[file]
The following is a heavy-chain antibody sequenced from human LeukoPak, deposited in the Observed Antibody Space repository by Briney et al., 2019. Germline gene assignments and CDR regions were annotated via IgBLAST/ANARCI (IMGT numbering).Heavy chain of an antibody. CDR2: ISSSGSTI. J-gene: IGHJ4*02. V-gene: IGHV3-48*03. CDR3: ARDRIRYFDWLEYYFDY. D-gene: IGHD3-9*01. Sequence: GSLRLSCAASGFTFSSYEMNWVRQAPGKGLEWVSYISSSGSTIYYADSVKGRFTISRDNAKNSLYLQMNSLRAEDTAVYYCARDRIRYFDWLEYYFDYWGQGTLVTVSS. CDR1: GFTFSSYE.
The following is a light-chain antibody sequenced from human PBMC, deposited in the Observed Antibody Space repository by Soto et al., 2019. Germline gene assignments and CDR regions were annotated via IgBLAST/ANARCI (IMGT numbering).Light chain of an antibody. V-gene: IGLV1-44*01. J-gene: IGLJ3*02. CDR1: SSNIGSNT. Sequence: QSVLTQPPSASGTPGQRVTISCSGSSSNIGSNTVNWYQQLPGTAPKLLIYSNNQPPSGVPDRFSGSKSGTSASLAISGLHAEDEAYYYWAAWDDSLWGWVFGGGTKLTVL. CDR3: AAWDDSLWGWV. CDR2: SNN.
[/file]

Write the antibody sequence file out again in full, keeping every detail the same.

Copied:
The following is a heavy-chain antibody sequenced from human LeukoPak, deposited in the Observed Antibody Space repository by Briney et al., 2019. Germline gene assignments and CDR regions were annotated via IgBLAST/ANARCI (IMGT numbering).Heavy chain of an antibody. CDR2: ISSSGSTI. J-gene: IGHJ4*02. V-gene: IGHV3-48*03. CDR3: ARDRIRYFDWLEYYFDY. D-gene: IGHD3-9*01. Sequence: GSLRLSCAASGFTFSSYEMNWVRQAPGKGLEWVSYISSSGSTIYYADSVKGRFTISRDNAKNSLYLQMNSLRAEDTAVYYCARDRIRYFDWLEYYFDYWGQGTLVTVSS. CDR1: GFTFSSYE.
The following is a light-chain antibody sequenced from human PBMC, deposited in the Observed Antibody Space repository by Soto et al., 2019. Germline gene assignments and CDR regions were annotated via IgBLAST/ANARCI (IMGT numbering).Light chain of an antibody. V-gene: IGLV1-44*01. J-gene: IGLJ3*02. CDR1: SSNIGSNT. Sequence: QSVLTQPPSASGTPGQRVTISCSGSSSNIGSNTVNWYQQLPGTAPKLLIYSNNQPPSGVPDRFSGSKSGTSASLAISGLHAEDEAYYYWAAWDDSLWGWVFGGGTKLTVL. CDR3: AAWDDSLWGWV. CDR2: SNN.